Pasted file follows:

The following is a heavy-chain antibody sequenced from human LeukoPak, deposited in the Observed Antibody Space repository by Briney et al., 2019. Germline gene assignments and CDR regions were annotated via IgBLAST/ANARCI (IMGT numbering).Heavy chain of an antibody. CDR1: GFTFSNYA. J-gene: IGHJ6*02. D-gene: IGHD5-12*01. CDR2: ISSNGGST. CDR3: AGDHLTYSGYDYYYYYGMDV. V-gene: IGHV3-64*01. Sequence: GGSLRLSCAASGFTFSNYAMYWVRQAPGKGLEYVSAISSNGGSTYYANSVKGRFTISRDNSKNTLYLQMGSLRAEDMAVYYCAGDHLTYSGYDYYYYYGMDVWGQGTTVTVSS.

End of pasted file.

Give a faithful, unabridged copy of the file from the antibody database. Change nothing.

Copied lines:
The following is a heavy-chain antibody sequenced from human LeukoPak, deposited in the Observed Antibody Space repository by Briney et al., 2019. Germline gene assignments and CDR regions were annotated via IgBLAST/ANARCI (IMGT numbering).Heavy chain of an antibody. CDR1: GFTFSNYA. J-gene: IGHJ6*02. D-gene: IGHD5-12*01. CDR2: ISSNGGST. CDR3: AGDHLTYSGYDYYYYYGMDV. V-gene: IGHV3-64*01. Sequence: GGSLRLSCAASGFTFSNYAMYWVRQAPGKGLEYVSAISSNGGSTYYANSVKGRFTISRDNSKNTLYLQMGSLRAEDMAVYYCAGDHLTYSGYDYYYYYGMDVWGQGTTVTVSS.